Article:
* Brad Pitt dropped by for a day to promote his next movie, Babel. Festival goers who saw it say it's powerful and brought many to tears. But you should read between the lines of their reviews.

CTV quoted Director Alejandro Inarritu as saying he "weaves his films of seemingly unrelated stories with a disregard for chronological order."

Paul Fischer of Dark Horizons loved it, but can't say everyone will.

There's a lot of buzz, predictably, for Alejandro González Iñárritu's follow up to 21 Grams, Babel. While we know that Brad Pitt and Cate Blanchett are the top headliners, this remarkable, complex and very atypical American film is not about star power.

Babel is a monumental epic, but even at near 2 and half hours, it never ceases to impress. Director Iñárritu makes an unapologetic film about 21st century immorality and human foibles, casting an often cynical eye, it seems, on American politics. His is an often angry and depressing film about a society in turmoil, and it's unflinching, raw and consistently gripping throughout.

Performances are superb, apart from solid work by Pitt and Blanchett, the film's strongest performance comes from Japan's stunning Rinko Kikuchi, whose brave, magnificent performance is ultimately the heart and soul of Babel. A very adult film, Babel is destined to score mixed reviews for a variety of reasons, and Paramount Vantage has a challenge to market this highly intricate, but compelling, human drama.

Liam, blogging for Empire Movies, gives a plot breakdown and a strong recommendation.

My fourth and final movie for the day was Babel. The movie is directed by Alejandro González Iñárritu and stars Brad Pitt, Cate Blanchett, Adriana Barraza, Kôji Yakusho and Rinko Kikuchi. It follows a few different stories about the challenges we face communicating with each other.

One story features Pitt and Blanchett who are on a tour bus in the Middle East that is hit with gunfire resulting in Blanchett's character getting shot. While they try to get her medical help, they deal with communication problems with the people in the small village in which they find themselves trapped.

Next, there's the story of their children, who are brought to Mexico by their nanny (Barraza) for her son's wedding. On the way back over the border, they, along with her nephew (played by Gael Garcia Bernal) run into communication issues with some border patrol officers and are forced to flee.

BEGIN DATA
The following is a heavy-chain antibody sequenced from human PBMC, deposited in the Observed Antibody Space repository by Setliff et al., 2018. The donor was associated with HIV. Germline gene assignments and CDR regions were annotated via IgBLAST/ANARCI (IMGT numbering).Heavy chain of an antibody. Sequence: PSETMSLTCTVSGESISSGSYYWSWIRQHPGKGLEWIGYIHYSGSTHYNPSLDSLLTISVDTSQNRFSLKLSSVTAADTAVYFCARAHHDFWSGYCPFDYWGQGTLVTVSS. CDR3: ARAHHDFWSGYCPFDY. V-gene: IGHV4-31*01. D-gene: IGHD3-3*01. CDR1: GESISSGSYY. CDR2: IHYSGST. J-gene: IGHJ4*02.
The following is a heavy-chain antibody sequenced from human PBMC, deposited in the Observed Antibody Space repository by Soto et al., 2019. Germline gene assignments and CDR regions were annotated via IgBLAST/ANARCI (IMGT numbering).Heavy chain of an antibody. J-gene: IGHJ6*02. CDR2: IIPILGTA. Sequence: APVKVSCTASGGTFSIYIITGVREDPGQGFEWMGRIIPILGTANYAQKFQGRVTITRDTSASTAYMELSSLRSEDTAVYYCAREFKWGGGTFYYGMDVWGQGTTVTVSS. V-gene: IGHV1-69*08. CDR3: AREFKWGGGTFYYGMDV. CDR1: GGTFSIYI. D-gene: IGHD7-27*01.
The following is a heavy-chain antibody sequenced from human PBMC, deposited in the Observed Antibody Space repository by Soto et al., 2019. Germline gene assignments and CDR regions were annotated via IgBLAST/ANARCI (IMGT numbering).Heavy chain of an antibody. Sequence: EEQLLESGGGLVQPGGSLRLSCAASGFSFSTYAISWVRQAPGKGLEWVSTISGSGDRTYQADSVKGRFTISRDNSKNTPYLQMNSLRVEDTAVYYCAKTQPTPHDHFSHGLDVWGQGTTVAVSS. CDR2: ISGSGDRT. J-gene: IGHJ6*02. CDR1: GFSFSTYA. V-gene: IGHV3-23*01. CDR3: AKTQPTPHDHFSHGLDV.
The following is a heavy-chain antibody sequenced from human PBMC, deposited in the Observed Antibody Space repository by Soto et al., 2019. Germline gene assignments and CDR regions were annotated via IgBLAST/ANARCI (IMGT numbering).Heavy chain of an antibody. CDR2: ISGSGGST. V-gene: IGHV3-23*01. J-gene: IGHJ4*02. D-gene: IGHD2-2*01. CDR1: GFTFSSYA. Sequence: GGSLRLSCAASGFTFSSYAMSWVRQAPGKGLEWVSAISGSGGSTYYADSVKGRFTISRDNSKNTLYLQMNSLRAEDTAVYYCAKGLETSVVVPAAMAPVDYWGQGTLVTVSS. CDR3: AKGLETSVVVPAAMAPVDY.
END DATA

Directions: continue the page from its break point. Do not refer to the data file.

Finally, there's the story of Chieko (Kikuchi) and her father Yasujiro (Yakusho). She is a deaf mute dealing with her own communication problems - and her father's story ties into the Pitt/Blanchett arc.

Overall this was a pretty powerful movie - although if I had one complaint it would be that, because it is told in a non-linear fashion, they kinda give away the end of the movie in the opening scenes which really took away from the urgency of the story. However, I would still easily recommend this movie.

Babel sounds like it may be the Syriana of 2007.

* But fear not. A festival of this size has something to tickle every palate. And if your taste doesn't lie with the artsy-fartsy, you would be lining up for some of these gems.

Fido is the Canadian zombie movie everybody's talking about.
Oh, sure, like you wouldn't be caught dead at a Canadian zombie movie.

Space dust brings the dead back to life as zombies in the 1950's. Somebody invents a collar that lets you control the undead, who are then turned into pets. It stars Carrie Anne Moss (remember her in the Matrix movies) and comedian Billy Connolly as the main zombie.

As one blogger called it: It's George Romero meets Douglas Sirk. And by all accounts its very funny. Not to mention which, Lionsgate has picked it up for worldwide distribution and it may be that very rare Canadian movie, one that makes money.
You can see a video clip of Fido at:

The hard-core porn movie starring CBC Radio host Sook-Yin Lee. Read the interviews with the actors and director in the mainstream press and you'll hear how this movie is all about communication. Uh huh. Everybody knows its all about watching Sook-Yin Lee masturbate on the big screen. You ain't fooling anyone.

The Host
A South Korean monster movie everybody's talking about. Read more about it and see the movie poster for this and almost every movie mentioned here at Wongies Movie World